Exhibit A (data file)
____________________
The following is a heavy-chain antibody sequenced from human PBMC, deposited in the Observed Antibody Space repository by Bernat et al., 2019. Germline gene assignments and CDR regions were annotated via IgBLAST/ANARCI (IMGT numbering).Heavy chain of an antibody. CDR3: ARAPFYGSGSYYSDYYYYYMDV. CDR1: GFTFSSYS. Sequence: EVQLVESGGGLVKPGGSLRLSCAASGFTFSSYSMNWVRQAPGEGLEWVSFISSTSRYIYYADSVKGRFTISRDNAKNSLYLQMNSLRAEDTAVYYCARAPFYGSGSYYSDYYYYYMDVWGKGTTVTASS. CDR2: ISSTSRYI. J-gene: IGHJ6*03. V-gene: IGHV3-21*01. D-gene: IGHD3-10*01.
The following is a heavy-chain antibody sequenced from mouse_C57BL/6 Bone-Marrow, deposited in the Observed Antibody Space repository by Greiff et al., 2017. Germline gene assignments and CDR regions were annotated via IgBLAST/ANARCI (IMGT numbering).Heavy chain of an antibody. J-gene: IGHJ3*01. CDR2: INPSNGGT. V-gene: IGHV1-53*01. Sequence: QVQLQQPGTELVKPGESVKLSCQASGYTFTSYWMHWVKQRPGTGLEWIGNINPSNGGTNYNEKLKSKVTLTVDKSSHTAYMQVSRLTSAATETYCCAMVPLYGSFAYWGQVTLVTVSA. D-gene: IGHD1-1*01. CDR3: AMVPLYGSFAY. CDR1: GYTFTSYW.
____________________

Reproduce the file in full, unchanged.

The following is a heavy-chain antibody sequenced from human PBMC, deposited in the Observed Antibody Space repository by Bernat et al., 2019. Germline gene assignments and CDR regions were annotated via IgBLAST/ANARCI (IMGT numbering).Heavy chain of an antibody. CDR3: ARAPFYGSGSYYSDYYYYYMDV. CDR1: GFTFSSYS. Sequence: EVQLVESGGGLVKPGGSLRLSCAASGFTFSSYSMNWVRQAPGEGLEWVSFISSTSRYIYYADSVKGRFTISRDNAKNSLYLQMNSLRAEDTAVYYCARAPFYGSGSYYSDYYYYYMDVWGKGTTVTASS. CDR2: ISSTSRYI. J-gene: IGHJ6*03. V-gene: IGHV3-21*01. D-gene: IGHD3-10*01.
The following is a heavy-chain antibody sequenced from mouse_C57BL/6 Bone-Marrow, deposited in the Observed Antibody Space repository by Greiff et al., 2017. Germline gene assignments and CDR regions were annotated via IgBLAST/ANARCI (IMGT numbering).Heavy chain of an antibody. J-gene: IGHJ3*01. CDR2: INPSNGGT. V-gene: IGHV1-53*01. Sequence: QVQLQQPGTELVKPGESVKLSCQASGYTFTSYWMHWVKQRPGTGLEWIGNINPSNGGTNYNEKLKSKVTLTVDKSSHTAYMQVSRLTSAATETYCCAMVPLYGSFAYWGQVTLVTVSA. D-gene: IGHD1-1*01. CDR3: AMVPLYGSFAY. CDR1: GYTFTSYW.